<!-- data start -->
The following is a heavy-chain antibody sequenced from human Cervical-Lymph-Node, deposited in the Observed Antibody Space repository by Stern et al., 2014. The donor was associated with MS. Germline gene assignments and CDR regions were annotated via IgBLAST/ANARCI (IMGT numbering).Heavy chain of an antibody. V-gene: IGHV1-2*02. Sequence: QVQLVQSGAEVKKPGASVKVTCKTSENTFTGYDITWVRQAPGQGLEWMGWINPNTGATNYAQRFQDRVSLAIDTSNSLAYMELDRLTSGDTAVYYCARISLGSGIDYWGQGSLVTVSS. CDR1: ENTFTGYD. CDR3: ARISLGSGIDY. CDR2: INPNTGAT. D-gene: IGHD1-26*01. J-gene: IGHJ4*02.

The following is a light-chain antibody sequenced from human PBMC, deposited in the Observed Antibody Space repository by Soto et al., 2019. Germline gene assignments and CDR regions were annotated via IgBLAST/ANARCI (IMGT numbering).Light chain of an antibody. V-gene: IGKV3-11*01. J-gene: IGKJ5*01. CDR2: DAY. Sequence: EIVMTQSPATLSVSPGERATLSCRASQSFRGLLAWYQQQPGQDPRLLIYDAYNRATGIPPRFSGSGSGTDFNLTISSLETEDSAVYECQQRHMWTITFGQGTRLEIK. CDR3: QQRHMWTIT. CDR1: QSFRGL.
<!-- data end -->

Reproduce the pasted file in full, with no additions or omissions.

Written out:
The following is a heavy-chain antibody sequenced from human Cervical-Lymph-Node, deposited in the Observed Antibody Space repository by Stern et al., 2014. The donor was associated with MS. Germline gene assignments and CDR regions were annotated via IgBLAST/ANARCI (IMGT numbering).Heavy chain of an antibody. V-gene: IGHV1-2*02. Sequence: QVQLVQSGAEVKKPGASVKVTCKTSENTFTGYDITWVRQAPGQGLEWMGWINPNTGATNYAQRFQDRVSLAIDTSNSLAYMELDRLTSGDTAVYYCARISLGSGIDYWGQGSLVTVSS. CDR1: ENTFTGYD. CDR3: ARISLGSGIDY. CDR2: INPNTGAT. D-gene: IGHD1-26*01. J-gene: IGHJ4*02.

The following is a light-chain antibody sequenced from human PBMC, deposited in the Observed Antibody Space repository by Soto et al., 2019. Germline gene assignments and CDR regions were annotated via IgBLAST/ANARCI (IMGT numbering).Light chain of an antibody. V-gene: IGKV3-11*01. J-gene: IGKJ5*01. CDR2: DAY. Sequence: EIVMTQSPATLSVSPGERATLSCRASQSFRGLLAWYQQQPGQDPRLLIYDAYNRATGIPPRFSGSGSGTDFNLTISSLETEDSAVYECQQRHMWTITFGQGTRLEIK. CDR3: QQRHMWTIT. CDR1: QSFRGL.